Where was God in the midst of the worst and best moments in Atlanta? What lessons are you being called to learn in these times of transition that you couldn't learn any other way? Where may God be leading you through all of this in your next call? (Note: You'll probably be completely wrong in that, because God LOVES surprises, but it is a good exercise for your soul.)
Find yourself an "escape hatch" - someplace you can go when the level of grumbling begins to match the height of your anxiety: A local coffee shop which has a table for one way in the back. In your car with all the windows rolled up and your favorite CD in the player cracked up to 11, singing at the top of your lungs. In the gym . . . . . . you get the picture.
If you don't have a peer support group, coach, a spiritual director/soul friend, and/or a therapist, get one. Yesterday. I'm serious. I couldn't have lasted 22 years in ministry without all of these. And, a very, very understanding and forgiving partner and family who know me well and love me still.
Talk to whomever you need to in your judicatory system and start to fill out whatever forms you need in order to get yourself placed in your next congregation. Put this at the top of your 'to do' list. I'm serious. I know you love these people and you've invested a great deal of your heart and soul in them, but you can't stay there forever. God is already calling you to the next work of ministry. In your heart, you already know that.
Parish ministry is an awful lot like being in love and having a lover and/or a spouse. Pay attention: It's not. We'll all be healthier and more effective ministers when we understand that God calls us into a community of faith at a particular time in that congregations life cycle for a specific vocation - not forever. And, ever. Do that thing. Do it to the best of your ability.
Decide for yourself that, while you are there, you are going to have FUN. We create our own reality. I'm absolutely convinced of that. Create a positive climate and work enthusiastically on your relationships with the people in the church, your lay leadership and your interim rector. Stay focused on the positive and it's absolutely amazing how the people around you will be positive in your presence. This may well be a difficult time, but it doesn't necessarily have to be a bad time.
Be the change you seek, yes. And, be your own hero.
Oh, and pray. You know, I rarely listen to St. Paul but every once in awhile he comes out with something brilliant. Like this: Pray without ceasing. Philippians 4:8 is exactly the ticket. Romans 5:3-5 ain't half bad, but Romans 8:26-28 is even better. Write these things down on little slips of paper and tape them on your bathroom mirror, inside the cabinet where you get your morning coffee cup, and by the bedside where you keep your telephone.
Hope this helps. Let us know. God bless you.
OBTW: Yes, I have been there, done that, and got the T-shirt to cover the scars - and the pink slip.
Ann offers the following:
It is hard to change back to not being in charge once you have been in charge, especially if you are seeing some progress under your leadership. Do you know for sure the Interim is planning to shake things up? Hopefully he or she is trained as a true interim there will be some assessment of identity, what is working and not working and support for those who have a vision for the future of the church. Either way - it is best to be clear with this person about what your role and area of responsibility will be --- share what you have been doing and how you see it but acknowledging that you are aware that the Interim has the final word on the plan for your work together. I think you are in a very hard place --- learn whatever lessons turn up (even if they are hard ones) and be your own pastoral self as best you can.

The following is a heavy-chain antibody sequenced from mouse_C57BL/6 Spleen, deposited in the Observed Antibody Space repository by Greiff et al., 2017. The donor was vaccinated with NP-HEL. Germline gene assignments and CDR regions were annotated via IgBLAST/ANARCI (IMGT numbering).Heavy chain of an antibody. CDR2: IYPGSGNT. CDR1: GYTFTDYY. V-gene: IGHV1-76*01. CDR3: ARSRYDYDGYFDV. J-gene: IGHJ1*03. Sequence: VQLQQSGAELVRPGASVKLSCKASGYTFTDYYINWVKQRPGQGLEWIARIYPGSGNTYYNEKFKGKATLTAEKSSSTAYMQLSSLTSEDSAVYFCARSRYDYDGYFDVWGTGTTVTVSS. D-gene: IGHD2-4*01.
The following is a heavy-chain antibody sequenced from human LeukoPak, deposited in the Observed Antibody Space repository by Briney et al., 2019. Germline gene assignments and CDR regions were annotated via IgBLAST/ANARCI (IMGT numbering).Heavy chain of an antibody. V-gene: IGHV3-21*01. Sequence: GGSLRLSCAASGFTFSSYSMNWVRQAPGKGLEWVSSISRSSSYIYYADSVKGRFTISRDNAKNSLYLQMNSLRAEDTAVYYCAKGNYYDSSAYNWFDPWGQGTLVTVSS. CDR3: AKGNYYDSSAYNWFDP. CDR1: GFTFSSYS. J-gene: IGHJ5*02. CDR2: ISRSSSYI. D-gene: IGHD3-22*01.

Jan's advice concludes our matriarchs' remarks:
Although he has no uterus - and "Ask the Patriarch" doesn't have such a good ring for many of us, does it? - I've asked my Interim Pastor Husband for his insights from the "new colleague" perspective in hopes it will inform your work somehow. He's been the interim at 6 churches and would be happy to talk with you as a sensitive new age guy if you're interested. (Email me via Church for Starving Artists.)
Do you have a Personnel Committee that respects you, whom you can confide in?
Can you identify what Interim-Head-of-Staff has done (if anything) to shake your confidence in him? Maybe he won't "shake things up." Maybe he will actually turn to you for your take on the congregation and what they need during this shift. Is it your assumption that he's not going to respect you as the installed staff person? Or has he done something to confirm your worst fears?
In any case - YOU - are the installed staffer. Have a conversation with him - being your most confident - conveying what you've achieved, what you've seen that the congregation needs, etc. And if IHOS spends that valuable moment checking his watch or acting anything less than professionally enthralled with what you are saying, give a shout out to someone who also loves your congregation who can help support you -- Personnel team, higher judicatory official, etc.
Many helpful insights have been shared here, but we'd also like to hear from you. What words of counsel would you give to "the one left behind"?
Tuesday, November 18, 2008
If you live here for any length of time, you learn to put snow tires on your vehicle in late October, get your tocques, mufflers, hats, scarves, boots, mukluks, mitthens, gloves, et al ready to go in late September, pull up your big girl or boy snow pants and get on with it!